line-of-sight to decide whether to identify the speaker or not, etc.

The three/four of us working on it spent endless hours brainstorming
the logic for how to generate distance-descriptors given nested
containers and room transitions, accounting for line of sight when
hearing a sound, etc.

The other side of this coin was that the propogated event
descriptors were also propogated to NPCs, and the event
descriptors included non-text descriptors which were easily
understood by NPCs, so NPCs could react to events which
occured around them. We didn't get to writing anything very
significant for this, though, just some demonstration things:
A character who every time he saw an event, moved one square
towards that event. A character who picked up objects if you
dropped them in the same room. Etc.

Sean B

Kevin Forchione

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Jan 20, 2000, 3:00:00 AM1/20/00
to
"Sean T Barrett" <buz...@world.std.com> wrote in message
news:FoLvK...@world.std.com...

> Kevin Forchione <Lys...@email.msn.com> wrote:
> In 1993 I worked on a pretty significant and complex system
> for a MUD to do passive sense passing (based on ideas and inspired by
> another MUD development group, TEAM CTHULHU). I haven't talked about
> it here because I'm uncertain that this degree of complexity
> in the world simulation is valuable for the general direction
> IF seems to be going. Because it was a MUD, event descriptions
> were already decoupled from the actor (an event had to be
> describable from the POV of the actor or from that of others), so it
> wasn't *that* heinous to make the method of describing descriptions
> a bit more programmatic. But it shifts things away from the
> classic narrative style to a much more mechanical simulationy
> style--although perfectly acceptable for a high-simulation *game*.

Some decoupling is quite natural even with IF as authors begin to bend the
systems! Personally I wouldn't want "Sim-City IF", but the model world is
slowly evolving toward a more sophisticated approach. I remember Gareth Rees
talking about the state of the model several months ago, as it evolved from
the early Zork days through its current development. Increasing complexity
is probably unavoidable.

As stated in other posts, passive sense passing is a topic I've yet to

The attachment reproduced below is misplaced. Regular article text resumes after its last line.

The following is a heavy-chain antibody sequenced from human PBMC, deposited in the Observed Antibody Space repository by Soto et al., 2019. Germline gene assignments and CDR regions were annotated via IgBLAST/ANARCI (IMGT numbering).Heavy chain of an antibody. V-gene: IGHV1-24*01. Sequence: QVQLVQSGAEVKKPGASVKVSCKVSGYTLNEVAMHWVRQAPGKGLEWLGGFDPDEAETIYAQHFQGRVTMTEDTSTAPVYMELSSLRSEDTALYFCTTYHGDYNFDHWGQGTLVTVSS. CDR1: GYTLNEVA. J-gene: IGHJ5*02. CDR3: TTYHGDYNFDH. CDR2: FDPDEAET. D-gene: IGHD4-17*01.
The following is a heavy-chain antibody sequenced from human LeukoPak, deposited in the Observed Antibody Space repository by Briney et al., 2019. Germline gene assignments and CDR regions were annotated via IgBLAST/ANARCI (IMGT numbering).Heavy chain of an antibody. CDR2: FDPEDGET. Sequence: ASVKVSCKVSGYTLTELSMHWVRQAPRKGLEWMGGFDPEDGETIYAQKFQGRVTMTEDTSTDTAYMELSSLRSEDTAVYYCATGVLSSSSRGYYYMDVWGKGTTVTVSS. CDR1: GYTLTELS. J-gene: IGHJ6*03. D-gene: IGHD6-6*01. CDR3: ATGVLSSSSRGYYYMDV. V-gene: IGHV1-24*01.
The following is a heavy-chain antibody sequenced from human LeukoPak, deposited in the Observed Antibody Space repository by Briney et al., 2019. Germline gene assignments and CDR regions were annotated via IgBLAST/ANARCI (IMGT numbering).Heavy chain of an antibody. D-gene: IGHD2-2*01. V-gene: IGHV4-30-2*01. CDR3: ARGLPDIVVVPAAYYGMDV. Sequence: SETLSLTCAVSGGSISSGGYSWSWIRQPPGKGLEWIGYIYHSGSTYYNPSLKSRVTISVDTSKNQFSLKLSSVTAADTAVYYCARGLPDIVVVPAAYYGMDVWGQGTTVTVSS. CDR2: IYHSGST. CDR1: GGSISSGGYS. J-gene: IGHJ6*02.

address with Sense.t. It'll probably evolve into a library before that,
however, as it's far easier to work with libraries than extensions (and
there's no question of hacking!)

> This system was pretty complex due to its power, but by the
> time we stopped working on it we hadn't yet solved a way of
> writing new descriptions that was really ideal.

Yes, I agree, it's very difficult. Very interesting ideas you've presented
here though.

>But the system
> we had could do things like:
>
> > z
> In the cage on the boat to the north, Linda shouts, "Help!"
> > e
> You walk down the alley to the east.
>
> From somewhere to the west, you hear a female voice faintly
> shouting, "Somebody help me!"
> Note that the above is implemented using ordinary containers
> which are specially tagged for what sense data they propogate,
> and a generic spoken-voice propogator/description scheme.
> There is no custom code required for the above scenario: just
> three ordinary rooms, two objects, and a Linda character with
> a daemon generating shouts.

One's definition of custom code is, of course, entirely dependent upon the
structure of the library. With ADV.T, for example, many of Inform's effects
require custom code. ADV.T's rooms aren't defined as containers, but
WorldClass' are.

In the message sending system I've been working on, for instance, producing
display effects such as:

>put the book and the coins on the table
You put the book and the three coins on the table

requires no custom code, but that's only because the library definitions
make this behaviour the norm.

However, custom code will probably always be required for sense passing in
Sense.t because the structure of the world model would be too rigid for IF.
There've been discussions about the potentials for a more simulationist
approach. It will be interesting to see how far it goes.

>The spoken-voice propogator just
> used the regular sound propogator with the addition of testing
> line-of-sight to decide whether to identify the speaker or not, etc.
>
> The three/four of us working on it spent endless hours brainstorming
> the logic for how to generate distance-descriptors given nested
> containers and room transitions, accounting for line of sight when
> hearing a sound, etc.

This is very difficult under the current conditions, given both the nature
of the parser and the lack of macro pasting... however the next generation
of TADS will make this kind of thing much easier. But the work continues.

> The other side of this coin was that the propogated event
> descriptors were also propogated to NPCs, and the event
> descriptors included non-text descriptors which were easily
> understood by NPCs, so NPCs could react to events which
> occured around them. We didn't get to writing anything very
> significant for this, though, just some demonstration things:
> A character who every time he saw an event, moved one square
> towards that event. A character who picked up objects if you
> dropped them in the same room. Etc.

To some extent of course If does this, Inform and now TADS has the capacity
for NPC reactions to player commands. Gareth Rees' The Thief does things